War Of The Worlds / The War Of The Worlds Steven Spielberg / Byron Haskin
Published Nov 01, 2005"Is it terrorists?," asks a character in the recent remake of War of the Worlds. Or maybe the rapture? No explanation is given for the alien attack in Steven Spielberg's adaptation of the H.G. Wells classic, but the blatant 9/11 imagery was clearly intended to stir up fear and patriotism in bona fide survivors of terrorism and victim-culture revellers alike.
More disaster movie than sci-fi flick, War of the Worlds following a mediocre father played by Tom Cruise, who is almost likeable next to the actors portraying his kids, the equally irritating Dakota Fanning, more shrunken adult than little girl, and Justin Chatwin, a teenage mouth-breather who's drawn to the army the way Homer Simpson is to all-you-can-eat buffets.
The real attraction of this version is the tripods, the craft of choice for the aliens who are systematically destroying mankind. Their hulking bodies, serpentine legs and laser guns, not to mention the chilling sound they make before each extermination, are amazing. The aliens themselves, along with Tim Robbins as a rifle-toting nut-bag, less so.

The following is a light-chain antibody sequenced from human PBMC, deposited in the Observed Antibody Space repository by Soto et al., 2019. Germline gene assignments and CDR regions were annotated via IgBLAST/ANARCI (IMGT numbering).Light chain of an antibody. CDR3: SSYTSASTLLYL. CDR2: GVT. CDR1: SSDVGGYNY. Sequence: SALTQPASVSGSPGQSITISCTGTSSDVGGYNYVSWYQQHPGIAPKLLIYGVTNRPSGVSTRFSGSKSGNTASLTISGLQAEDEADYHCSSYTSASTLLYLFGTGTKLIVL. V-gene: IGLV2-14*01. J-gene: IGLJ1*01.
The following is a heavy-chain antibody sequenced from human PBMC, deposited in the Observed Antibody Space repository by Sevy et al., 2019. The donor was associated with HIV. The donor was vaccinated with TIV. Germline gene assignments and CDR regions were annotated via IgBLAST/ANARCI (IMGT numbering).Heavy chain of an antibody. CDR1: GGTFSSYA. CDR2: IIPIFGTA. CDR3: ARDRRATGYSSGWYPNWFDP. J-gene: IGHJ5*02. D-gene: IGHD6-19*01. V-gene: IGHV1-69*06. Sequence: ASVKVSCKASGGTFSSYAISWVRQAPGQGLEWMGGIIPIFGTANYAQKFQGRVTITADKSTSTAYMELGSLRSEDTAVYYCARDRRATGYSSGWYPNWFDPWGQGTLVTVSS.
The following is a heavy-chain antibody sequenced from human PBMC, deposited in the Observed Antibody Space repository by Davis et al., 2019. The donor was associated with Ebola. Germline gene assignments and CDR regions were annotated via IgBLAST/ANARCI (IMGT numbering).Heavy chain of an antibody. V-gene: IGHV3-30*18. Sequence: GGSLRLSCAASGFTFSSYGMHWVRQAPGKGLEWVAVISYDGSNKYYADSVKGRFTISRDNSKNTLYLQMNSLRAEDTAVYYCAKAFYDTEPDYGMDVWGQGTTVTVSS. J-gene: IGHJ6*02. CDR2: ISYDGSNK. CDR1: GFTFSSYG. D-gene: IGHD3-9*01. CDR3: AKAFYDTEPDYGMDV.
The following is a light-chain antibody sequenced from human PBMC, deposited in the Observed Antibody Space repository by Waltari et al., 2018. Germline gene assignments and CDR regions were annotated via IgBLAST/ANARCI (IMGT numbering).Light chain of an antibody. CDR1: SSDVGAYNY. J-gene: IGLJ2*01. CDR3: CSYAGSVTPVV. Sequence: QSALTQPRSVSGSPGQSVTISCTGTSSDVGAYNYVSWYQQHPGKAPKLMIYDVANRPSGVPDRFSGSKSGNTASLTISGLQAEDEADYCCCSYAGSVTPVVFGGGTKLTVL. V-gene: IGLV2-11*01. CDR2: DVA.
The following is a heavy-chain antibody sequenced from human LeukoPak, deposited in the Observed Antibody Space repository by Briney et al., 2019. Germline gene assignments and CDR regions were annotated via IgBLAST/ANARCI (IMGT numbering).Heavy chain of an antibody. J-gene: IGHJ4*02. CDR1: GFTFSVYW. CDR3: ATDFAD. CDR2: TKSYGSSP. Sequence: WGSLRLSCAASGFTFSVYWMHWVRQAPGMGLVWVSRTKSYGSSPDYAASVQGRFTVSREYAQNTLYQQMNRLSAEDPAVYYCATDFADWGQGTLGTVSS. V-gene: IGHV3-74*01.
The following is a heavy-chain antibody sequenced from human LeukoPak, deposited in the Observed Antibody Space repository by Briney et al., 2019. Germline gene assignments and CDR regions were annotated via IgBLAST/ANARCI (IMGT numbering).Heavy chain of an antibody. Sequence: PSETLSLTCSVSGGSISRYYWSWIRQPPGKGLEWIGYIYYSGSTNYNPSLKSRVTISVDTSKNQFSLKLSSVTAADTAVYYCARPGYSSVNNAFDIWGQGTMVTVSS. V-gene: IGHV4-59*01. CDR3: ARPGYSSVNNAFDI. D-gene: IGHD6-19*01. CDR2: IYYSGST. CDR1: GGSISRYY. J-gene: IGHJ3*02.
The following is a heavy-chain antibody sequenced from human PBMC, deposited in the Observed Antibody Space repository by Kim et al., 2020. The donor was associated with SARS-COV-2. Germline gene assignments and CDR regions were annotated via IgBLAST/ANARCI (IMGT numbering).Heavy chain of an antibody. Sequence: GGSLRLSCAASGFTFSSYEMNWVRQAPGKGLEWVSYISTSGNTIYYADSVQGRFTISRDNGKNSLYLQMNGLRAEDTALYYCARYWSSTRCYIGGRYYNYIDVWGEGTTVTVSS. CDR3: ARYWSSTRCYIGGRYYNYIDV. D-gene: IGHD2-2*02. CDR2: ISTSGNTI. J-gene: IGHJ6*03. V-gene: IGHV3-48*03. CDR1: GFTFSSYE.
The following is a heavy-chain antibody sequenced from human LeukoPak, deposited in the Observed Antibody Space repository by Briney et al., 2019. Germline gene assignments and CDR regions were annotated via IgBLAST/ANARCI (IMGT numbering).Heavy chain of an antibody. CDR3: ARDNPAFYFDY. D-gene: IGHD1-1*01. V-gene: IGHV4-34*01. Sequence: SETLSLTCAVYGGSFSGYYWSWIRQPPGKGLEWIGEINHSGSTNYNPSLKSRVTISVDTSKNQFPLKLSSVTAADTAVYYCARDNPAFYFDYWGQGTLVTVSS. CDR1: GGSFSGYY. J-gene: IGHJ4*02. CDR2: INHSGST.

In the political climate of the Cold War, the original The War of the Worlds was an innovative, escapist sci-fi drama in which the world unites against a common enemy, unless of course the Martians were meant to signify the reds.
Made in 1953 by Byron Haskin and masterminded by animation/SFX expert George Pal, this adaptation puts scientists, reporters, the army and the clergy at the frontlines, including solid leads Gene Barry and Ann Robinson, employing everything from a measly bible to the frickin' A-bomb to counter the invaders. The aliens drive more conventional disc-shaped vessels here, though their manta-ray shapes and cobra-head laser-guns give them a unique organic edge.
Despite Spielberg's masterful SFX, the older film has more charm, and the DVD better features, with two intriguing commentary tracks, a "making of" featurette, a profile of H.G. Wells and a complete audio recording of Orson Welles's infamous 1938 reading of the story as a news bulletin, which sent Americans scrambling and paved his way to Hollywood. As always, fear sells.